You mention that Lakers are smaller ships, which is only sometimes true. There are a number of Lakers that are larger than the “Salties” that travel into the Great Lakes. They are too large to fit through the St. Lawrence Seaway and essentially stuck in the Great Lakes, and they are the largest ships you’ll see on the lakes.

  5. Tom D says:

    In your first point, 2,402,622 metric tons is nearly 5.3 billion pounds, not 4.8 billion. A metric ton is 1,000 kilograms or about 2,205 pounds.

  6. Casey W says:

    What a great post! I would love if our port was covered better. I have so many questions.
    So…12 counties are in a foreign trade zone. Which counties are those?

  7. @Casey W: Here’s more information about the Foreign Trade Zone. I had so much more information that I couldn’t include in this article, but basically, the Foreign Trade Zone includes all of southeastern Wisconsin – from Kenosha County west to Rock County, north to Fond Du Lac County, east to Sheboygan county, and all the counties in between. You’re right about the size of lakers – I think the “small” comment was something that came up in editing. I think the point is that ocean-going vessels are often bigger than lakers, but only the ones that are small enough to fit through the St. Lawrence Seaway end up here. So it just depends on a ship-by-ship basis, whether certain lakers or “salties” will be bigger.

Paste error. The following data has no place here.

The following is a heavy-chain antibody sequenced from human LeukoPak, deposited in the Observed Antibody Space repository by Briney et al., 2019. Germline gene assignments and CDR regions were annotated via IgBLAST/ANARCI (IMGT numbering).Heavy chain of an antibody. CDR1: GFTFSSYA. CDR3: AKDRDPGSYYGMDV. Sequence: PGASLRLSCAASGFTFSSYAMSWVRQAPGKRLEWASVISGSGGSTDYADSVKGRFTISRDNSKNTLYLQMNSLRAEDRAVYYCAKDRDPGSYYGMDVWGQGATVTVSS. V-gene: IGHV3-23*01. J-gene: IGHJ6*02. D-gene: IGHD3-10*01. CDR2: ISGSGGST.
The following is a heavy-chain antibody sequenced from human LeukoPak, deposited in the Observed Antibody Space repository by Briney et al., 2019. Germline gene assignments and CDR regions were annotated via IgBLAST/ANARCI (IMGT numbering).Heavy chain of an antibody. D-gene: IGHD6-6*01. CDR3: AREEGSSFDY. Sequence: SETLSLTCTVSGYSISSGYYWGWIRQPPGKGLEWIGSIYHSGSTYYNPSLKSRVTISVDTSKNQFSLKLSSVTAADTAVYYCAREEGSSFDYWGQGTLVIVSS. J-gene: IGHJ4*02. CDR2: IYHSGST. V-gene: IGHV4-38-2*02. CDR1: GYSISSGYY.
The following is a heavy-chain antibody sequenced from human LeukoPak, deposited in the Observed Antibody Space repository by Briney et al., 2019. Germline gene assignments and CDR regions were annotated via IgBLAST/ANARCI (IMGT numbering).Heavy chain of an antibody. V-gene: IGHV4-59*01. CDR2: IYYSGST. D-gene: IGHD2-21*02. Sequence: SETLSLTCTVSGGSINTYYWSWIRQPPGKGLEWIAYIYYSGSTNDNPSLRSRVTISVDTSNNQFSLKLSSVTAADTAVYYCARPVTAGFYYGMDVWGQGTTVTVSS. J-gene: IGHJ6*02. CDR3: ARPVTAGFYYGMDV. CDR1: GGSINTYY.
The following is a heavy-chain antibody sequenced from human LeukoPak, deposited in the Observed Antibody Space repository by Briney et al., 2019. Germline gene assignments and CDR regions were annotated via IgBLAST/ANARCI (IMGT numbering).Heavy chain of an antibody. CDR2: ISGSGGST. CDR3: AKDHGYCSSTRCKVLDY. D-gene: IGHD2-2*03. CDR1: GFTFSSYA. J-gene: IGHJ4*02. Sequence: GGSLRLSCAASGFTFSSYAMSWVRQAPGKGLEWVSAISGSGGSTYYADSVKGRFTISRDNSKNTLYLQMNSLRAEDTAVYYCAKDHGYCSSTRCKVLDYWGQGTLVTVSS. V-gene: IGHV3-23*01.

8. @Tyrell: The Lugano ship’s official home port is Basel, which is on a river. Through websites including and, it’s possible to track the movements of ships around the world. According to, the Lugano bulk carrier ship went from Fredericia, Denmark (April 15) to Kalundborg, Denmark (April 24), then from there to Milwaukee (May 25), then to Port Weller, Canada (June 6), then to Hartlepool, United Kingdom (June 26). Apparently it is currently in New Orleans. So while it’s difficult to say if the ship actually docks in Basel, it shows how international ships that visit the Port of Milwaukee can be.